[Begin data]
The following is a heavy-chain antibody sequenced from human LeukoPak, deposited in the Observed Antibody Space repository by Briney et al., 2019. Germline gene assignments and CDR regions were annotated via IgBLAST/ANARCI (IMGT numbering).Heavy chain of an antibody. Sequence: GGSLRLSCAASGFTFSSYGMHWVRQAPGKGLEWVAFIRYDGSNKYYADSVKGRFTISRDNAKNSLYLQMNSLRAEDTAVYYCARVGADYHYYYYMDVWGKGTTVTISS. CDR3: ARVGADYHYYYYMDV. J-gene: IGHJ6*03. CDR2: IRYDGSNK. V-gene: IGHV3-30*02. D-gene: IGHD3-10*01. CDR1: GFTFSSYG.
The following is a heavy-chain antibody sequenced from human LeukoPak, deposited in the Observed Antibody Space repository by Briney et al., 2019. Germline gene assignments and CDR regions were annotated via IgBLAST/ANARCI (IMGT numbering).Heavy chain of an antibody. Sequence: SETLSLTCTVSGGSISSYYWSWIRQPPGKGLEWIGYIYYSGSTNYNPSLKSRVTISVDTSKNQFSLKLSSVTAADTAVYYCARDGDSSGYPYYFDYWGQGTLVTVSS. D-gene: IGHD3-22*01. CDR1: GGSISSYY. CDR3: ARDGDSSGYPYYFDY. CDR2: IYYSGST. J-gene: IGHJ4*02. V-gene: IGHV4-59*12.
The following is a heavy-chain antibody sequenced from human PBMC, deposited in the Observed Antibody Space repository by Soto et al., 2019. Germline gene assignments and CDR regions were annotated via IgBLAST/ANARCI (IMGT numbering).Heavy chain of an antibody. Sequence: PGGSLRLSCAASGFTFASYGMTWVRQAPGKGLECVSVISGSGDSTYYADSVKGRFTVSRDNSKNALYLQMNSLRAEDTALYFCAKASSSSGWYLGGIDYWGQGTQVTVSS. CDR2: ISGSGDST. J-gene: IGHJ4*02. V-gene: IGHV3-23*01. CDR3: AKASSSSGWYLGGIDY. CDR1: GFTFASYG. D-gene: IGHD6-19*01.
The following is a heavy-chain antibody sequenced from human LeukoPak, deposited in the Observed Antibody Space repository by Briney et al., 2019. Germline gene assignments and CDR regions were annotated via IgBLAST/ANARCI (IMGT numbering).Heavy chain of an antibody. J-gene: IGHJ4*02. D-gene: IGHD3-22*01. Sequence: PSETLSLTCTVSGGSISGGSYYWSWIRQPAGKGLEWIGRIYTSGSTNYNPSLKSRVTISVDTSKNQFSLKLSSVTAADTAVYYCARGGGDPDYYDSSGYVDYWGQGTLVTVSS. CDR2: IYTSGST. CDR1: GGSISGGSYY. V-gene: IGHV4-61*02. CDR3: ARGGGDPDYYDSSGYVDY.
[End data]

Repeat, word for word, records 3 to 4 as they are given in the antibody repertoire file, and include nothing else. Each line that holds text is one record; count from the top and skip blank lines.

The following is a heavy-chain antibody sequenced from human PBMC, deposited in the Observed Antibody Space repository by Soto et al., 2019. Germline gene assignments and CDR regions were annotated via IgBLAST/ANARCI (IMGT numbering).Heavy chain of an antibody. Sequence: PGGSLRLSCAASGFTFASYGMTWVRQAPGKGLECVSVISGSGDSTYYADSVKGRFTVSRDNSKNALYLQMNSLRAEDTALYFCAKASSSSGWYLGGIDYWGQGTQVTVSS. CDR2: ISGSGDST. J-gene: IGHJ4*02. V-gene: IGHV3-23*01. CDR3: AKASSSSGWYLGGIDY. CDR1: GFTFASYG. D-gene: IGHD6-19*01.
The following is a heavy-chain antibody sequenced from human LeukoPak, deposited in the Observed Antibody Space repository by Briney et al., 2019. Germline gene assignments and CDR regions were annotated via IgBLAST/ANARCI (IMGT numbering).Heavy chain of an antibody. J-gene: IGHJ4*02. D-gene: IGHD3-22*01. Sequence: PSETLSLTCTVSGGSISGGSYYWSWIRQPAGKGLEWIGRIYTSGSTNYNPSLKSRVTISVDTSKNQFSLKLSSVTAADTAVYYCARGGGDPDYYDSSGYVDYWGQGTLVTVSS. CDR2: IYTSGST. CDR1: GGSISGGSYY. V-gene: IGHV4-61*02. CDR3: ARGGGDPDYYDSSGYVDY.